Doctors Working With Trans Kids Oppose 'Unsafe' State BansBy Cara Murez HealthDay Reporter
TUESDAY, Sept. 19, 2023 (HealthDay News) -- A new survey of U.S. doctors specializing in the care of transgender kids finds they're alarmed by pressure to limit patient care, threats to personal and patient safety, and the possibility of legal action.
“The increasing number of bans on gender-affirming care in the U.S. and the negative impact on pediatric endocrinologists may lead to areas in the country without access to pediatric endocrine care,” said study author Dr. Stephanie Roberts, a pediatric endocrinologist at Boston Children's Hospital and Harvard Medical School.
This could limit "access to treatment of other disorders we have expertise in besides gender-affirming care, such as type 1 diabetes or adrenal insufficiency, both of which can be life-threatening conditions,” Roberts said in a news release from the Endocrine Society.
Gender-affirming care is considered the standard of care by all major medical organizations, the society notes. This care has been shown to improve mental health and lower the risk of suicide in transgender youth.
Yet legislation aiming to ban or seriously restrict gender-affirming care has been proposed in 28 states and passed in 20 states, the society points out.
In Florida, a law signed by Gov. Ron DeSantis, a Republican presidential candidate, prohibits gender-affirming care for minors, but it also makes it hard for transgender adults to get treatment.
Health care providers there are forbidden to administer puberty blockers, hormone therapy and surgeries to transgender minors. Practitioners who violate the law could end up in prison for committing a felony.
For now, the legislation is tied up in the courts, with a trial scheduled for November.
For the new paper, researchers surveyed more than 220 U.S. pediatric endocrinologists to assess the impact of transgender health bans on their practices and to identify their top concerns. These doctors care for children and teens with disorders related to hormones and the glands that produce them. Some also provide gender-affirming care.
About 56% of those surveyed were providing gender-affirming care, and 46% practiced in a state where anti-transgender legislation had been proposed or passed between January 2021 and June 2022.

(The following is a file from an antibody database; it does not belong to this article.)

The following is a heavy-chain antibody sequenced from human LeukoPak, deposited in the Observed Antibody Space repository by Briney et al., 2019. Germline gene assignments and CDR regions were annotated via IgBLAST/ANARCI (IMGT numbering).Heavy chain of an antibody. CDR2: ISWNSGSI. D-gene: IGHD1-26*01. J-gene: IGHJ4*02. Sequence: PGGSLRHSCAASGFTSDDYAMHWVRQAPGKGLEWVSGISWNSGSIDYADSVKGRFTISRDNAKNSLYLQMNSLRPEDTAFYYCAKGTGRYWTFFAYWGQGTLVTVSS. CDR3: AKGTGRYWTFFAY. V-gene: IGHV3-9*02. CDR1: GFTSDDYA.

The major themes of their worries were on safety and the impact of laws on medical practice.
“Our work reinforces why efforts to limit access to medically necessary care for transgender youth need to be opposed,” Roberts said.
About 1.4% of Americans ages 13 to 17 identify as transgender. The Endocrine Society’s Clinical Practice Guideline recommends mental health treatment as the first course of action and the use of puberty-delaying medications and gender-affirming hormone therapy, when appropriate, in teens who are transgender or gender diverse.
Efforts to ban gender-affirming care have led to politicizing medical care, widespread misinformation, online harassment and bomb threats targeting hospitals and physicians, according to a Human Rights Campaign report.
The American Medical Association, American Academy of Pediatrics and the Children’s Hospital Association have asked the U.S. Department of Justice to investigate these threats.
The survey results were published in the Journal of the Endocrine Society. The study received funding from the Eunice Kennedy Shriver National Institute of Child Health and Human Development.
The Association of American Medical Colleges has more on gender-affirming care.
SOURCE: The Endocrine Society, news release, Sept. 19, 2023
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